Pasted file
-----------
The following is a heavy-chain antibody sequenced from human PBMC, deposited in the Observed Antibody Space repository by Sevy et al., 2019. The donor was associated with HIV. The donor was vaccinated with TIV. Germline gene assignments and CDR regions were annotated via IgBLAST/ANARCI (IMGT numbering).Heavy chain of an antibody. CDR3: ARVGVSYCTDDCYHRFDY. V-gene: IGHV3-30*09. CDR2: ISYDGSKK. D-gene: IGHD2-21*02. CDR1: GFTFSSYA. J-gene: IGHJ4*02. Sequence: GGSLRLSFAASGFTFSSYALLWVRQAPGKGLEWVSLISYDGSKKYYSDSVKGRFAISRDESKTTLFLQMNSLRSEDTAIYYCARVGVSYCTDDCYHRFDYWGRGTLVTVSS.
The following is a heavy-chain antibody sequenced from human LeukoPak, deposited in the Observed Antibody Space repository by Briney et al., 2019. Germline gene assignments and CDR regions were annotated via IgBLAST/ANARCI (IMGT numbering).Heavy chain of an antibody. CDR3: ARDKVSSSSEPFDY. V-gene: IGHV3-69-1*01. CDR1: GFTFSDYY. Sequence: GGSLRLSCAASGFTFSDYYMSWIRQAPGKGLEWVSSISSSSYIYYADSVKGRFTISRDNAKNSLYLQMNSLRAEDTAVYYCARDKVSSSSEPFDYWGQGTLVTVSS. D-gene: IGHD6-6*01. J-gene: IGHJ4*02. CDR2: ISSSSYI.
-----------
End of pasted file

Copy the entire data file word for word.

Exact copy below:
The following is a heavy-chain antibody sequenced from human PBMC, deposited in the Observed Antibody Space repository by Sevy et al., 2019. The donor was associated with HIV. The donor was vaccinated with TIV. Germline gene assignments and CDR regions were annotated via IgBLAST/ANARCI (IMGT numbering).Heavy chain of an antibody. CDR3: ARVGVSYCTDDCYHRFDY. V-gene: IGHV3-30*09. CDR2: ISYDGSKK. D-gene: IGHD2-21*02. CDR1: GFTFSSYA. J-gene: IGHJ4*02. Sequence: GGSLRLSFAASGFTFSSYALLWVRQAPGKGLEWVSLISYDGSKKYYSDSVKGRFAISRDESKTTLFLQMNSLRSEDTAIYYCARVGVSYCTDDCYHRFDYWGRGTLVTVSS.
The following is a heavy-chain antibody sequenced from human LeukoPak, deposited in the Observed Antibody Space repository by Briney et al., 2019. Germline gene assignments and CDR regions were annotated via IgBLAST/ANARCI (IMGT numbering).Heavy chain of an antibody. CDR3: ARDKVSSSSEPFDY. V-gene: IGHV3-69-1*01. CDR1: GFTFSDYY. Sequence: GGSLRLSCAASGFTFSDYYMSWIRQAPGKGLEWVSSISSSSYIYYADSVKGRFTISRDNAKNSLYLQMNSLRAEDTAVYYCARDKVSSSSEPFDYWGQGTLVTVSS. D-gene: IGHD6-6*01. J-gene: IGHJ4*02. CDR2: ISSSSYI.